In the Fourth Industrial Revolution, Customers Remain King. What About Workers?


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There is no doubt we are in the midst of a fourth industrial revolution – one in which digital technology is more than just an accessory. We are passed simply talking about the internet as a business enabler; instead, we are seeing the lines between the physical, biological, and digital worlds begin to blur. AI and automation are being integrated into the very fabric of our lives, as workers and consumers, such that we may not know when we are talking to a real person on the phone as in the case of Google Duplex, or whether the competition for our next job is human or android.

This is also a time marked by hugely accelerated change. Twenty years ago, smartphones and social media did not exist, and “digital targeting” was something you did in a video game. (Who remembers “Monkey Ball”?) There is no sign that this speed of revolution will let up. 

According to research by GfK Consumer Life, many Americans agree that change is good and that we need more of it – a sentiment that has dramatically increased since 2011. Technology is boosting efficiency and productivity, giving employees room to focus on more valuable tasks; but it can also be so effective that it makes humans expendable. Many of the jobs our children will hold do not exist yet, and many of today’s jobs are destined to become obsolete. Some argue however that AI will generate more jobs than it will kill.

So how can we prepare for this uncertain future, as workers and concerned consumers?

New generations, new expectations

At the World Economic Forum this year, Alibaba founder Jack Ma stressed the values of creativity and emotional IQ as critical to human success when competing with machines for the jobs of tomorrow. A new focus on future education and training will also be critical to preparing workers; this means re-training and re-skilling the current workforce to ready them for the changing environment.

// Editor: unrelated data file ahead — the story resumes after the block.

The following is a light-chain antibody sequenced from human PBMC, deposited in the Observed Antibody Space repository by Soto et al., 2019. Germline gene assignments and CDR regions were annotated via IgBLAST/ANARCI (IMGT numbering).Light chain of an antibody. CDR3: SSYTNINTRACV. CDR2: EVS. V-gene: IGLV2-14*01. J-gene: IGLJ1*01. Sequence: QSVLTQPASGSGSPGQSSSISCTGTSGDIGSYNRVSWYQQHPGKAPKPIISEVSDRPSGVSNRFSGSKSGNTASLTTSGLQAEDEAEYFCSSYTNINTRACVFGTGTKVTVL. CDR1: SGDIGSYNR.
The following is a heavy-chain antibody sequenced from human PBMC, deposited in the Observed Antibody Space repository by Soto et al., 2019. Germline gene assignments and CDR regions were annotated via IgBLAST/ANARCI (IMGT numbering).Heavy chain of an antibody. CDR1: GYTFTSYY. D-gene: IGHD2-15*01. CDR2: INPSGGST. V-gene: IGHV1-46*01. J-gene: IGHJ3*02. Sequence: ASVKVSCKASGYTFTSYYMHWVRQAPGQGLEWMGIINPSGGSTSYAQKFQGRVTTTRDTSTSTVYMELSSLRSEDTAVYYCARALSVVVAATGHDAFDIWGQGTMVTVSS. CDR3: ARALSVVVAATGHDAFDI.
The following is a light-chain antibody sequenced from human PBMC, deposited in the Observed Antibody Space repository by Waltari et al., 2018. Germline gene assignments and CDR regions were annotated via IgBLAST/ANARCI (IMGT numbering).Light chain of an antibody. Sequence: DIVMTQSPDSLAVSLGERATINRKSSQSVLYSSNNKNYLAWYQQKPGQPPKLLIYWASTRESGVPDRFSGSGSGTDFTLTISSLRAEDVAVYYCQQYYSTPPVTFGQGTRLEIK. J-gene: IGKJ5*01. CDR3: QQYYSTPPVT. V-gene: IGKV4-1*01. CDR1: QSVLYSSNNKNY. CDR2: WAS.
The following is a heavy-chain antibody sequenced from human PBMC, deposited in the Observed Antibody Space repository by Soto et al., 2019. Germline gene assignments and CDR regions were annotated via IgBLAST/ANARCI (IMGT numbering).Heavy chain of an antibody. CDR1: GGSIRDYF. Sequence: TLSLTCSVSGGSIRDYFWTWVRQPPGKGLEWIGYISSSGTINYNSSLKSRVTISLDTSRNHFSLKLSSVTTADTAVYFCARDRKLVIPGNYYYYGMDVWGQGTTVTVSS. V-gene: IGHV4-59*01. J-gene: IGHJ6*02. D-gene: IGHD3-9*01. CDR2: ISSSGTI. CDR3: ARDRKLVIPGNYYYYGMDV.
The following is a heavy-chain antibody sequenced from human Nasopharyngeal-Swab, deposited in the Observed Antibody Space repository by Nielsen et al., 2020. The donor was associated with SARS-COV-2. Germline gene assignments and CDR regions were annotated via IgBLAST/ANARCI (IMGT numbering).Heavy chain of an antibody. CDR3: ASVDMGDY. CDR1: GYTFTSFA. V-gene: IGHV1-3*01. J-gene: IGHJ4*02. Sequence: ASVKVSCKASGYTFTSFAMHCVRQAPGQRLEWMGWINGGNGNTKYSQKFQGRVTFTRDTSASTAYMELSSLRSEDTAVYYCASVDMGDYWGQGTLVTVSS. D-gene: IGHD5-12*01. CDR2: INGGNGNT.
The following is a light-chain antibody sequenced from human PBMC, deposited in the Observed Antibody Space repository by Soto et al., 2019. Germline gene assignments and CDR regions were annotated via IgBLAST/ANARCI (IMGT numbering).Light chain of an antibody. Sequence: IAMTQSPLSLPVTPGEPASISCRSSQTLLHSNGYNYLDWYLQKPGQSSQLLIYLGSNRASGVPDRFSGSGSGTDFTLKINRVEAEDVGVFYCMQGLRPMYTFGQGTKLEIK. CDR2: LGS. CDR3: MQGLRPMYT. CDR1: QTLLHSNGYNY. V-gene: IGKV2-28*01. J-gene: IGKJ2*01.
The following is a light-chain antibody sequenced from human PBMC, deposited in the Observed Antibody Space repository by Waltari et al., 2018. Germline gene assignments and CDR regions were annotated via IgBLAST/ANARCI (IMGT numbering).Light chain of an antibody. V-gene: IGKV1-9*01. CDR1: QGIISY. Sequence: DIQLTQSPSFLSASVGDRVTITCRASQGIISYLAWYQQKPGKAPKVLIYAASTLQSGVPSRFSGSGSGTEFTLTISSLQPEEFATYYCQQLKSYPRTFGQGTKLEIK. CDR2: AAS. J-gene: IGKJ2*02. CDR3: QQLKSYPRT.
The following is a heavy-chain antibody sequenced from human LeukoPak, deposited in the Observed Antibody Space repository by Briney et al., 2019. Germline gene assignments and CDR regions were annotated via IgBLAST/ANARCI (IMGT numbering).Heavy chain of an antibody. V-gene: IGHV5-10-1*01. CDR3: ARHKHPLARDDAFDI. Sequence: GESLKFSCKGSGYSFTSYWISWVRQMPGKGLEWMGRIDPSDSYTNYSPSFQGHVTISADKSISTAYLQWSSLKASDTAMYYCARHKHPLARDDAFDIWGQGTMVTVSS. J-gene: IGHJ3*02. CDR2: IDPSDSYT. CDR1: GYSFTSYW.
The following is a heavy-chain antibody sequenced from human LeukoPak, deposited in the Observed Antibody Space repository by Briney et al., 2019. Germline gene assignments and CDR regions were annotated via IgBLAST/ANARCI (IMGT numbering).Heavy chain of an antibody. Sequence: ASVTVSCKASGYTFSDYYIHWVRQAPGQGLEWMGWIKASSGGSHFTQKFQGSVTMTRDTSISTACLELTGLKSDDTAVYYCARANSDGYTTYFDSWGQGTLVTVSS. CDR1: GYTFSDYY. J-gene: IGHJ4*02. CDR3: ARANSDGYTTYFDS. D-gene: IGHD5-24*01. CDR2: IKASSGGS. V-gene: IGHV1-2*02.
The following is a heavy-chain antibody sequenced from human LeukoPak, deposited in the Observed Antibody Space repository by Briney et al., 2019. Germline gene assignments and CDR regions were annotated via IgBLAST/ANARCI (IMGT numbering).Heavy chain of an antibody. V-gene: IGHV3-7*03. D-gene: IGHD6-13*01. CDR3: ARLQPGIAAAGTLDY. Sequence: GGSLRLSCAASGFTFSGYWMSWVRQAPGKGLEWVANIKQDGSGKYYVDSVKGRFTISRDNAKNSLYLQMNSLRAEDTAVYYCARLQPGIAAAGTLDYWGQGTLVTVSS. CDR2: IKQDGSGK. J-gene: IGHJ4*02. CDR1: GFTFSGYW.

There is also no doubt that the workforce itself will be much different from today. Looking at the youngest segment of American consumers – known alternately as the Now Generation, post-Millennials, Gen Z, Centennials, or the iGen – we see that these future employees represent the most diverse generation in US history (according to the US Census Bureau).

Compared to Millennials when they were the same age, this young generation is also highly ambitious. Being creative and imaginative is one of their core values, and technology is seamlessly embedded in their everyday lives. This means that they are tailor made for the flexible workplace, whether its self-motivated entrepreneurship or working at a distance for a traditional company.

According to GfK MRI research, roughly 12.9 million US employees (employed either full or part-time) report working primarily from a home office – up from 10.7 million just a decade ago. And GfK Consumer Life data shows that roughly 1 in 2 Americans want to work for themselves, with some of the prime reasons including the ability to be one’s own boss and flexibility in schedule and location.

But this flexibility may come at a price – a loss in job security. We might see more companies leverage AI to match employees with gig jobs in real time; platforms like Working Not Working already match freelancers and creative talent for various assignments. But there are often no benefits and no guarantees about tomorrow with such situations.

When workers become consumers

As consumers, we can now be targeted with offers so specific to our needs that we wonder if Google and Facebook can read our minds. Customization is no longer a perk, but a must-have, and consumers today are empowered to find the right products at the right prices as never before. Over 60% of Americans say they spend quite a lot of time researching brands before making a major purchase, thanks to real-time access to product information.

AI and robotics will continue to streamline the processes that deliver speed and value to consumers – and put growing pressure on traditional retailers to compete on price, convenience, and customer service. This may mean that there will be fewer of the retail jobs we already know, but also potentially a variety of opportunities that we cannot yet imagine.

The streamlining of tech devices working together to deliver seamless experiences is also something we might see replicated in the way businesses operate, with an increase in partnerships and collaboration to create new, unique consumer experiences. As digital devices enable communication in more and more ways, the hurdles that prevent co-working will slowly disappear.